by Katie Morford
What do you do when you pastor a church in a town with close to 100 percent unemployment?
Wayne Zschech, the Business4transformation (B4T) representative with OM Ukraine, knew he had to address the practical needs of his church to make spiritual headway among the lost.
“[We had] a vision for community transformation through Christian enterprise and workplace discipleship,” he said.
In 2003, the first steps were taken for creating business opportunities in his regional town of Kaharlyk, Ukraine, 80 kilometres south of Kiev. They began experimenting with producing biogas and biodiesel, as well as growing mushrooms as a cash crop.
Biogas is a combustible gas resulting from the breakdown of organic materials by an anaerobic (without access to oxygen) bacteria, while biodiesel is a liquid fuel made from waste vegetable/fryer oil.
“We were swamped by hundreds of locals asking for employment,” Wayne said. “The Christians were active and they had some answers.”
Early experiments producing biogas were successful—to a point. They produced a combustible gas in the test unit, but further progress had to be put on hold until they had personnel with the expertise and technology to bring the project to a self-sustaining level. In 2012 the project was launched a second time, and they expect to produce biogas and liquid fertilizer in the near future.
The biodiesel project is also making strides. They now have two German-made reactors helping workers to produce European spec biodiesel. Every month they collect around 20 tonnes of waste restaurant oil and are continuing to expand. They recently added two more workers to the project payroll, bringing the total to nine, and plan to add more employees in the spring if the Lord allows.
“Over the last year, there have been a lot of developments,” Wayne said. Those developments include a newly-constructed biodiesel mini-factory that will soon be operational.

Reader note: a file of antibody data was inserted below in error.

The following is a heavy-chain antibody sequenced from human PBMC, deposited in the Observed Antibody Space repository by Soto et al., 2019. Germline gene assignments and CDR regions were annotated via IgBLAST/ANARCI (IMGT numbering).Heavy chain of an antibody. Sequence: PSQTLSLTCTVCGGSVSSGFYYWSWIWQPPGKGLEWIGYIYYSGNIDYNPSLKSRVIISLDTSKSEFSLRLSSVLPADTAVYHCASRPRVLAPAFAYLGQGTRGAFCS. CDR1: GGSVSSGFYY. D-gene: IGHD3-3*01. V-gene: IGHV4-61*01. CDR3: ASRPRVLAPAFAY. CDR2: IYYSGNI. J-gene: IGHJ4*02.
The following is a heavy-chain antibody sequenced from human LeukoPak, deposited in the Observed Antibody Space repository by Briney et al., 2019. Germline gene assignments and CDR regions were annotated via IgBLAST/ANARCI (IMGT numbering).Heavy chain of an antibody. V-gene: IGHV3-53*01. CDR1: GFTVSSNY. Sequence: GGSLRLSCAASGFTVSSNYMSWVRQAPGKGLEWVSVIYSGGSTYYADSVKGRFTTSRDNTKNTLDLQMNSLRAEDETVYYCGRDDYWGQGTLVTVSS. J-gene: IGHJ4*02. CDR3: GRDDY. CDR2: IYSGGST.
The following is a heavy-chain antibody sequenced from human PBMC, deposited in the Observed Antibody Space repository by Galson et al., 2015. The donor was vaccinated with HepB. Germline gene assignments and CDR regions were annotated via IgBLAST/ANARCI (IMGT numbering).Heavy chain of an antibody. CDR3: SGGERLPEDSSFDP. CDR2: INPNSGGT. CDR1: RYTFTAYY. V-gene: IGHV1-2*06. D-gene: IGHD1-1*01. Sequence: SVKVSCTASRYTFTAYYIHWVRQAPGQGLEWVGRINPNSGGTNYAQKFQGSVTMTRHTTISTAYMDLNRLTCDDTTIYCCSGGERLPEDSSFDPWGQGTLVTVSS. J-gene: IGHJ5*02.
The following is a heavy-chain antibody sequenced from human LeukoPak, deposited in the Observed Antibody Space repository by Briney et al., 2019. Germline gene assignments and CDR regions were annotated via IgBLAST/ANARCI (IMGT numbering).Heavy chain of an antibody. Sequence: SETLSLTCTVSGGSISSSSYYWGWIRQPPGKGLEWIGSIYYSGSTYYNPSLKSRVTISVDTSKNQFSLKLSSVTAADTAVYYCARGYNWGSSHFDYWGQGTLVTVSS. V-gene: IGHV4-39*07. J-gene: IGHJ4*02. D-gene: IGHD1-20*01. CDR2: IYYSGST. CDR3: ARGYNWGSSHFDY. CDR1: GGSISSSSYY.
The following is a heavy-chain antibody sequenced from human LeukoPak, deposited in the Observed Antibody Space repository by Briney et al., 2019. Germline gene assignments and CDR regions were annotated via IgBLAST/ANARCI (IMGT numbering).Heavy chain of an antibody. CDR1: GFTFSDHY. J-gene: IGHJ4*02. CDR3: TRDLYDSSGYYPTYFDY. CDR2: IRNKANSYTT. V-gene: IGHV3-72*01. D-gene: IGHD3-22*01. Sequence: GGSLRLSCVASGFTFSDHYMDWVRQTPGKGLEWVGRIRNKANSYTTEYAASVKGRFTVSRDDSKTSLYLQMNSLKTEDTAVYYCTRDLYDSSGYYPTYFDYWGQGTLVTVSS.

“By God’s favour,” Wayne said, “what started as an experiment in a bucket has now become one of Ukraine’s only operating biodiesel companies.”
At first the mushroom project proved highly successful, but the company providing compost begin supplying poor-quality materials, which proved very destructive to the enterprise and forced the project to lay off 25 workers. With some seed funding Wayne and his colleagues plan to restart the mushroom enterprise, this time creating their own compost from the biogas waste products in order to control the compost quality.
“God was teaching us many things,” Wayne said. “The mushroom project still has huge potential.”
Lack of strategic understanding of the project’s potential by the Ukrainian government and town leadership is a barrier to the project’s growth, but Wayne believes they can create a working example of an integrated biofuel and organic processing company that is sustainably transforming lives and the community.
Though the bio-energy projects have had their ups and downs, their impact is already being felt by the Ukrainian people.
When Dima first joined the project, his life was very dysfunctional—three years later much is still required to put together his broken life. But Dima has stuck with the project and his job, becoming a faithful worker and earning the trust of his superiors. His life is improving as he learns God’s way.
“Dima is excited to be a part of something that is growing,” Wayne said. “Morning Bible devotions are a great encouragement as the business owners share not only their faith, but also their vision of community transformation through Christian enterprise.”
When the mushroom venture fell through, everyone left—everyone but Yura. For months, Yura travelled to Kiev to collect used fryer oil from fast food restaurants for use in the biodiesel enterprise. Thanks to his faithfulness and several major breakthroughs, the project is now a thriving small business.
“It’s been a tough school, but God has brought him and his family from the brink of an abyss into a place of stability, generosity and a vision for the future,” Wayne said.